I realize that apricot season is almost over—I just whirled the last few golden orbs into a smoothie for the kids' lunch yesterday—but then I saw them in the grocery store so I know they're still somewhat relevant. And anyway, I keep doing this silly thing called Forgetting That The World's A Big Place. Our apricots may be done, but yours might just be starting. Amazing, that.
Actually, I do this all the time. Think egocentrically, I mean. I'm not being selfish, really, just chronically oblivious to the fact that other people have realities that are different from mine. For example, I'll read something fascinating but then won't bother to write about it or link to it because I assume that, since I know it, everyone else must already know it, too. If we have fresh tomatoes (!) and no apricots, then such is the state of the world. If my children hit a rough developmental patch between the ages of nine and eleven, then all children must do the same. This probably also explains why I'm repeatedly caught off-guard when people ask me questions about things that seem so normal to me, such as homeschooling. It comes as such a shock that my perceptions are not theirs.
All this to say: perhaps you have apricots, yes?
I skimmed through a bunch of apricot pie recipes before coming up with my version. Many of the recipes called for the addition of cinnamon or another fruit such as red raspberries. I'm sure they would all be delicious, but I wanted a straight-up apricot pie, no bells and whistles. This did the trick.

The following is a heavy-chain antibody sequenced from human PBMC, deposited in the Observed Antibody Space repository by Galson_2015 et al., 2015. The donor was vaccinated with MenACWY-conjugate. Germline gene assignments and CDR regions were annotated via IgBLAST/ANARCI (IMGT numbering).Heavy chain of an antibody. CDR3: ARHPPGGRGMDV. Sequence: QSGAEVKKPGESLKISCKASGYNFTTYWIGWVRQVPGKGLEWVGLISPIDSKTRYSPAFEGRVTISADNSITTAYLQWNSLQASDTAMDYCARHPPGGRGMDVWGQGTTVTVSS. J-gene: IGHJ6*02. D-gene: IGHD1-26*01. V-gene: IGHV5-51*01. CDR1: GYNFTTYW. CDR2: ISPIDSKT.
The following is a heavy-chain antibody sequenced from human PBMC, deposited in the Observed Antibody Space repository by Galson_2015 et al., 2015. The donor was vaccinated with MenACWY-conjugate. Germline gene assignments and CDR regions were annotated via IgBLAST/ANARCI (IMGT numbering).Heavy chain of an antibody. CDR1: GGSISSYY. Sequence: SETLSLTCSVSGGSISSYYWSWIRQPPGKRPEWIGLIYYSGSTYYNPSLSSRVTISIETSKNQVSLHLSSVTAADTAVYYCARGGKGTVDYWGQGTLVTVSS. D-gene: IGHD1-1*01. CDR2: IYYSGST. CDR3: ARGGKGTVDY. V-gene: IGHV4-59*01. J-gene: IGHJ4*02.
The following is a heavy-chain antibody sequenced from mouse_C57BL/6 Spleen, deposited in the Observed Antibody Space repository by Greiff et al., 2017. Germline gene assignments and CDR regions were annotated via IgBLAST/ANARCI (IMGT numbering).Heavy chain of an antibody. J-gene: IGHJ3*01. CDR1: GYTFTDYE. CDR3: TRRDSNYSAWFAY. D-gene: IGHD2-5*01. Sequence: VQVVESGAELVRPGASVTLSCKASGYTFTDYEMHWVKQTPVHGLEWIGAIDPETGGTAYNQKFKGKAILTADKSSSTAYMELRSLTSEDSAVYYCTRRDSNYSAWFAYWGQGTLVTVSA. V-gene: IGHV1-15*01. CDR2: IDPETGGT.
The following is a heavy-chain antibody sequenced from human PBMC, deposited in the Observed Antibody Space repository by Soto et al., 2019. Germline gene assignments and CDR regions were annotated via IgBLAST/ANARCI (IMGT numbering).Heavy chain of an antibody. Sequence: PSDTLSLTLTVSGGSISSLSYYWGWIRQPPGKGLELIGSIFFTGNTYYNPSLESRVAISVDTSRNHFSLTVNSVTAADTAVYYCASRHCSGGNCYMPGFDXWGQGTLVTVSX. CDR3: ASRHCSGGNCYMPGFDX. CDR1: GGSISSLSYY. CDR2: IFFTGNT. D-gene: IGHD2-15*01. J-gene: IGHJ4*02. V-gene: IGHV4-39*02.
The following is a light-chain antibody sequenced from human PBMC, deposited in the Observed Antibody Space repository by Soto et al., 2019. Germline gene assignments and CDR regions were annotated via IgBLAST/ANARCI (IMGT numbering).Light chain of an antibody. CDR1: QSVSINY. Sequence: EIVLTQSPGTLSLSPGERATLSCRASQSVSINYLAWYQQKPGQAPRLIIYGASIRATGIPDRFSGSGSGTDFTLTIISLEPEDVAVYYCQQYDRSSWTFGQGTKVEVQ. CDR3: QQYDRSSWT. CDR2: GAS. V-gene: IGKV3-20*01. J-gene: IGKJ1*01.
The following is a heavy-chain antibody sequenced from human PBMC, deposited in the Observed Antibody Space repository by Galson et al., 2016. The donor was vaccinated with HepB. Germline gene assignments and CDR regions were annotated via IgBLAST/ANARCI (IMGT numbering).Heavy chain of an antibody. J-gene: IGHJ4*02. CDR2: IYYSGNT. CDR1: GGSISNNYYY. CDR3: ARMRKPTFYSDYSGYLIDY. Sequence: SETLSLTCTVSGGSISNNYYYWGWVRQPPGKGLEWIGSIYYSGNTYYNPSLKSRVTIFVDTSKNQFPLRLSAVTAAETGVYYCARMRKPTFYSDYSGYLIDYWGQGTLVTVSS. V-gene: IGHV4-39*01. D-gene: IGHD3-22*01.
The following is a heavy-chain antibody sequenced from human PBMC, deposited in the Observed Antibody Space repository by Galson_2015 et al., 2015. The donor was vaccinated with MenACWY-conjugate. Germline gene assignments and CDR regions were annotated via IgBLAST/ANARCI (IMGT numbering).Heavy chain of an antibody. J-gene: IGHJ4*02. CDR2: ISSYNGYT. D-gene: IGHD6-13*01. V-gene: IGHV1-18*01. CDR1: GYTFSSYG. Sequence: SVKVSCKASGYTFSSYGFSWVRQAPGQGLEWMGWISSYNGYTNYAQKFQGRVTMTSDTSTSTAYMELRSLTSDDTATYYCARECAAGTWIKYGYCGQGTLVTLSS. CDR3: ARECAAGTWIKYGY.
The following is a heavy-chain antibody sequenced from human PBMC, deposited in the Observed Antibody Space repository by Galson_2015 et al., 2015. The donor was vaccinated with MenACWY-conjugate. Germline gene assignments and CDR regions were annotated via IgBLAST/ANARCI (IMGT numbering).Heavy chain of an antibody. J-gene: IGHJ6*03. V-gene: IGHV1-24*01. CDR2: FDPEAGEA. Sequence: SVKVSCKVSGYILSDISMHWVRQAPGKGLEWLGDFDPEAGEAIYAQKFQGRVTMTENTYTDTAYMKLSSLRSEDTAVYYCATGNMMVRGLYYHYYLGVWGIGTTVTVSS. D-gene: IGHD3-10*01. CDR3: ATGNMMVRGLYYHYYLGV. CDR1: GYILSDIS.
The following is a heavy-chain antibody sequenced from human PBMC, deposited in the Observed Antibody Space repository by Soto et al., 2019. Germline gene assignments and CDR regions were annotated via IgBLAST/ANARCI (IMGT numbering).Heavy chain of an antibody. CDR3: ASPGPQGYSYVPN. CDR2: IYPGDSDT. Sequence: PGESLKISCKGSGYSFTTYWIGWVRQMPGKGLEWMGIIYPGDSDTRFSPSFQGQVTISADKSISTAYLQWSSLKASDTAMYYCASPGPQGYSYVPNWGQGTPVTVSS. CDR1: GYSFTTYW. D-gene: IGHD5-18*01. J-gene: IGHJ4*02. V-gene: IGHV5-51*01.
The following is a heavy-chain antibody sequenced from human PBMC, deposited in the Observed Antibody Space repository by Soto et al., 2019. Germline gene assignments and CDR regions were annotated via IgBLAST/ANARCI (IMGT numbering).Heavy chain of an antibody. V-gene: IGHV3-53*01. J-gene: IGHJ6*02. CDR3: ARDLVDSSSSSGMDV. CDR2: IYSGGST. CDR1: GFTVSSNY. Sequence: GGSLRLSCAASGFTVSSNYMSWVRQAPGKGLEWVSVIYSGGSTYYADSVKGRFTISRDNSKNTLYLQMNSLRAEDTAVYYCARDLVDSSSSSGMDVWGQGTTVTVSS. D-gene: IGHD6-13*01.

1 recipe butter pastry
5 ample cups thickly-sliced apricots, pitted and unpeeled
2/3 cup sugar
¼ cup thermflo (or cornstarch)
half-and-half and more sugar, for the topping
In a large bowl, gently toss the apricots with the sugar and thermflo. Line a 9-inch pie pan with one of the rolled-out pastries. Tumble in the sugar-covered 'cots. Roll out the second pastry, cut a few air vents in the center with a table knife, and lay it over the fruit. Cut off the extra pastry and crimp the edges together. Brush the top pastry lid with half-and-half and sprinkle liberally with sugar. (I want to try this method next time.)
Bake the pie at 450 degrees on the bottom oven rack for about 20 minutes. Reduce the heat to 350 degrees and continue to bake for another 20-30 minutes. If the edges start to burn, cover them with some foil. If the juices start to bubble over, slip a piece of foil under the pie plate to catch the drips.
Cool completely. Serve plain, or with whipped cream or vanilla ice cream.
This same time, years previous: the quotidian (7.16.12), roasted beet salad with cumin and mint, Jeni's best ever vanilla ice cream, pasta with roasted tomatoes and summer squash, bacon-wrapped breadsticks, counting chicks, what's it worth?, and chit-chat.